In a six-paragraph statement, he acknowledged that the board cared about the residents of public housing and had done everything HUD had asked of it since the agency fell into turmoil after the firing of Executive Director Carl R. Greene.
But that was not enough.
"We must acknowledge that what is required at this moment in time is more than simply caring," Sims stated.
Of his strategy, Sims said later, "I had made the decision that we should first ask, and then announce."
It was a shocking affront for some of the board members.
In a conference call that night, they agreed to stand together and not resign.
If PHA was digging in, so was HUD.
On Tuesday, in the hearing room of the House Financial Services Committee, HUD Secretary Shaun Donovan faced more than a dozen representatives. When asked about PHA by Rep. Michael Fitzpatrick, a Bucks County Republican whose district includes parts of Philadelphia, Donovan made it clear the board was going.
From that point on, Sims said, HUD's efforts gained momentum.
Days earlier, Sims had briefed the Philadelphia congressional delegation - including Brady - about HUD's plan to remove the board.
That Tuesday, Bob Brady called Sims, went over details of the HUD plan, and asked whether Sims would talk to his wife.
"Twenty seconds later, she called," Sims said. "We began to talk more about specifics."
Debra Brady's attendance as a commissioner had become an issue. Since joining the board, she had missed almost half the meetings.
Sims said that, like Street, Debra Brady was worried about Reynolds. "I don't want Nellie to be hurt," she told him.
Sims made assurances.
Debra Brady said she wrote her resignation letter that day and would have resigned Friday regardless of what the others decided to do.
Blackwell also came to the same conclusion. In a move that surprised the PHA board, she called a City Hall news conference at noon Wednesday and announced her plan to give up her board seat of nine years.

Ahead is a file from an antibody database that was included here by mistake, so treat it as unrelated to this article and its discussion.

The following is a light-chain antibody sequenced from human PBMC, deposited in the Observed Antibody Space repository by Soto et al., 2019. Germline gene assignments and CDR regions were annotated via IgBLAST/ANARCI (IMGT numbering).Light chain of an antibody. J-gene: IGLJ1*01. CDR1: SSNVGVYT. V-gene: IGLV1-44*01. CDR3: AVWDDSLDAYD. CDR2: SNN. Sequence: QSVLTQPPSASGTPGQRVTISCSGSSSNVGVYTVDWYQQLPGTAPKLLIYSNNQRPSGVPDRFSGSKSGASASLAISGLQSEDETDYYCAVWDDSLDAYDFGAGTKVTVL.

That left three.
Street and Eiding agreed to meet with Sims on Thursday night. "I went to Washington adamant that I would not resign," Eiding said.
Eiding had been preoccupied with labor issues all week, including the Wisconsin showdown of municipal workers who are battling the potential loss of their collective-bargaining rights.
They met with Sims at the Capitol City Brewing Co. near Union Station. It was Eiding's first chance to hear directly from the HUD official.
After complaining to Sims that the restaurant served "fake Philadelphia pretzels," Eiding listened to what Sims had to say.
Richman would become HUD's point person at PHA.
Reynolds would be given a new job as a tenant liaison for the board and PHA executive director.
HUD would honor all labor agreements and collective bargaining.
It was enough for Eiding and Street. They shook hands with Sims.
Sims paid the bill.
The next day, at a special board meeting, the four remaining commissioners signed a three-page agreement with HUD. The mayor and the city controller signed, too. So did Sims.
PHA was now under HUD's control.
Contact staff writer Jennifer Lin at 215-854-5659 or firstname.lastname@example.org.